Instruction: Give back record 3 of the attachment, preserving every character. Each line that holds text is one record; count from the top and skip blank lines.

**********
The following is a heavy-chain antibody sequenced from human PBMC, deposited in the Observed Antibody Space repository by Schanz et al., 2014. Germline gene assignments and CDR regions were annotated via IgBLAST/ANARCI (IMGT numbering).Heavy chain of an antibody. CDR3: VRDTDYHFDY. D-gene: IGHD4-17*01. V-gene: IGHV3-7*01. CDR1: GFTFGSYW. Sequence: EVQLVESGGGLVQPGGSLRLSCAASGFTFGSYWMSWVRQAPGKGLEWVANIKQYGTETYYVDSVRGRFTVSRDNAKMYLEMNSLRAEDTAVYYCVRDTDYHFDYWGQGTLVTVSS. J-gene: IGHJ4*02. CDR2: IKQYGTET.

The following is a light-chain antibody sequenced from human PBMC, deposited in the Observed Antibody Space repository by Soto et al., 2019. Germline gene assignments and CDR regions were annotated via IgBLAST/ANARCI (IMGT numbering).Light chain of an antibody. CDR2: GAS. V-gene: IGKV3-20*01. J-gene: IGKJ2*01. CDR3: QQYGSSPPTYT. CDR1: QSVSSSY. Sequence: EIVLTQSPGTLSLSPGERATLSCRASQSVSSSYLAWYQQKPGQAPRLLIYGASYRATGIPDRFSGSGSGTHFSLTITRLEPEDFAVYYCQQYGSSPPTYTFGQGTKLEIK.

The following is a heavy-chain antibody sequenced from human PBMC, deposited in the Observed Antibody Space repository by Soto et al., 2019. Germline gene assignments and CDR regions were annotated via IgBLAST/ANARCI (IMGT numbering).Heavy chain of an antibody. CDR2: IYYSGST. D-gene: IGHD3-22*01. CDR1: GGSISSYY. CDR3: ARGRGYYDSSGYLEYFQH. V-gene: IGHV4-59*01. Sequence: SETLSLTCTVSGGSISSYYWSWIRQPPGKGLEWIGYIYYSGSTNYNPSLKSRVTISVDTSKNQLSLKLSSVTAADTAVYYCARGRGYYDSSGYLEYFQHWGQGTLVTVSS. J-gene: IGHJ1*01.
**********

The following is a heavy-chain antibody sequenced from human PBMC, deposited in the Observed Antibody Space repository by Soto et al., 2019. Germline gene assignments and CDR regions were annotated via IgBLAST/ANARCI (IMGT numbering).Heavy chain of an antibody. CDR2: IYYSGST. D-gene: IGHD3-22*01. CDR1: GGSISSYY. CDR3: ARGRGYYDSSGYLEYFQH. V-gene: IGHV4-59*01. Sequence: SETLSLTCTVSGGSISSYYWSWIRQPPGKGLEWIGYIYYSGSTNYNPSLKSRVTISVDTSKNQLSLKLSSVTAADTAVYYCARGRGYYDSSGYLEYFQHWGQGTLVTVSS. J-gene: IGHJ1*01.